Shortcomings in society, turn some young people more towards religion
Rozafa Berisha, Anthropologist of Culture considers that the new forms of how religion is practiced in Kosova, especially among young people, are not only a global trend but also a reflection of the lack of future and hope. This is inevitably related to the feeling of desperation and frustration following the period after independence.
“This period, albeit with a promise of social and economic security, was characterized with a loss of hope among youth due to the presence of strong non-ethical practices in political and public life in general”, says she.
Berisha adds that the young people of Kosovo, as victims of the dynamic shortcomings in society, during a very short period of time, did not have as many alternatives as they aspired, while being aware that they deserve them as much as those in other democratic societies. She considers that while feeling excluded even from the free movement, young people are looking into religion as into one of the actual alternatives, which may ensure them progress and moral appreciation, a feeling of belonging and hope for future, which they lack in real life.
Ahmet Sadriu, the head of press and publishing in Islamic Society of Kosova, argues that this rise in number of believers among young people, is related to the new circumstances created in Kosova following two major developments – the fall of monism and independence of the country. He thinks that these two factors have given way to more convenient environment to express and manifest faith, respectively to the free education of youth.
“Education and spiritual growth is a very important segment in each society. For many decades, there was an effort for our youth to be educated in the atheistic spirit, but now that’s gone, and it is common for young people to seek spiritual education, spiritual growth,”, says Sadriu.
He adds that the respective institutions should take the responsibility of ensuring appropriate education, so that the youth will not be educated on the street with different religious and sectarian ideologies.
Don Kastrioti, a priest in the Catholic Church in Prishtina, considers that religion and belief in God have always been present among Albanians, and have been passed on to young people from their families. He believes that most of the young Catholics attend mass on Sundays as well as church activities.
“I believe that the young people in Kosova are very healthy. In most of the cases they have a mindset and ideal of achieving something bigger in life and do not give up on faith in God”, says he.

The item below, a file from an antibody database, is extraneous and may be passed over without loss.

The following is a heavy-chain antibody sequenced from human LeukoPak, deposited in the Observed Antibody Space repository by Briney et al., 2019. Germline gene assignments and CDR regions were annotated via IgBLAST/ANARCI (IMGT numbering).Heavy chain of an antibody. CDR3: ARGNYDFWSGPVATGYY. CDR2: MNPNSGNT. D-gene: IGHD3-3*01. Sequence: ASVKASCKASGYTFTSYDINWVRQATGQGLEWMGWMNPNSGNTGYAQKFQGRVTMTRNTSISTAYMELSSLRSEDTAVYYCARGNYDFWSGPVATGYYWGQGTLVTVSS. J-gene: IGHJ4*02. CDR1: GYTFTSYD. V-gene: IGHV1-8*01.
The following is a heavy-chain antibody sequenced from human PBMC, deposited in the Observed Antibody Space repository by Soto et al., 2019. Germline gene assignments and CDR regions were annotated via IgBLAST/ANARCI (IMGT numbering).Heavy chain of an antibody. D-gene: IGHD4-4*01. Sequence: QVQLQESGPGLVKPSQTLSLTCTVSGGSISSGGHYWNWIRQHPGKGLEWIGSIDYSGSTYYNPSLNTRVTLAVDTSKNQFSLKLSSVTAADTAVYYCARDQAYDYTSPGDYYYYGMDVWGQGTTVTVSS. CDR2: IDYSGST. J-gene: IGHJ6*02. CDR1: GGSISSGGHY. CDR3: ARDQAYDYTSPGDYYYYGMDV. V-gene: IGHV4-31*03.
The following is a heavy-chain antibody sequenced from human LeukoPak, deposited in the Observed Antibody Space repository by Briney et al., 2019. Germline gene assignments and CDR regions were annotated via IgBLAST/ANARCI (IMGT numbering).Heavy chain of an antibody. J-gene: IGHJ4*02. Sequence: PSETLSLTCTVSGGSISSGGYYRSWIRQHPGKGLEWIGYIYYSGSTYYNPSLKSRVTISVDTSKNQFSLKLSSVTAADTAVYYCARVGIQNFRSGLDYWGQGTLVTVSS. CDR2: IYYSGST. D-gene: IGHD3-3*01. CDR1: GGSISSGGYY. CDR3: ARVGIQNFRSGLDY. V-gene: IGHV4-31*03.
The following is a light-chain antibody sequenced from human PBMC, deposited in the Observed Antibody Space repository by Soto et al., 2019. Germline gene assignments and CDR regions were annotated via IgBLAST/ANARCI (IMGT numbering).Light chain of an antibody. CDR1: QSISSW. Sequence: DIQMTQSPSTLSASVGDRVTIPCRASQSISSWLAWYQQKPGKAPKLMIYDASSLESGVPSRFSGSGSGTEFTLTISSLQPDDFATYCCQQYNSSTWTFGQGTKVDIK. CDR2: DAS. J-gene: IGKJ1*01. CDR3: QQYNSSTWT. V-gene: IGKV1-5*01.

For the three years now, Don Kastrioti says that OSCE organizes interreligious meetings with Catholics, Muslims, Protestants, and Orthodox as participants, aimed at eliminating possible prejudices among young people of Kosova. According to him, young people are quite interested for these meetings and may be taken as an example of interreligious harmony.
“We all share the same blood and language, and this together with faith in God are the reasons that bring us together”, says he.
In an unpretentious survey carried out by KosovaLive, with 100 schoolchildren and students of ages 17-25, 56 were presented as Muslims, 23 as Catholics, 13 as Agnostics and 8 as Atheists.
Though not a scientific sample, 46 of respondents in the survey regard religion as an important part of their lives, 30 as of average importance, whereas 24 as not important at all. In total, 40 of the respondents said that they pray regularly, 22 say that they do it sometimes, whereas 38 of them claim that they do not pray at all.
Asked whether there is interreligious tolerance in Kosova, 50 of the surveyed respond positively, 19 had “no” as an answer, whereas 31 of the respondents think that there is tolerance to a certain degree, though there is still much to be done.
Klarisa, 20, thinks that there are two extremes:
“There are some very tolerant people and some entirely non-tolerant. However, in general I think that tolerance dominates ”, says she.
According to Dardan, 21, student, there is tolerance “because the ideology of nationalism is more powerful than that of religion”, whereas Nora, of the same ages, thinks that tolerance exists “only until the moment when two young people want to marry each other.”
From the total of 100 respondents, 71 have visited religious objects of other faith, 11 have never had such a visit, while 18 responded to have not had the chance yet.
“I think that they are good cultural objects”, says Blendi, 18, adding that that he has visited both churches and mosques.
As far as the inclusion of religious education in schools, Arlinda, 22, says that recently she thought it was not necessary, because if they had been interested in faith, they could have learn about it outside school.
“Albeit, considering the recent developments, one can notice misunderstandings, and that various persons are lecturing for their interests, brainwashing the young people. This is perhaps why it would be better for them to be informed appropriately ”, says she.
On the other hand, Nora, 21, thinks that school should be separate from religion.
“Even though many think that religion could be taught by being included as a course in schools, so that they do not become victims of propagandas , there are no indications yet that such a course would raise the awareness within the society”, says she.
In KosovaLive’s survey, 68 out of 100 respondents consider that teaching religion should be kept out of schools, whereas 38 support this idea.
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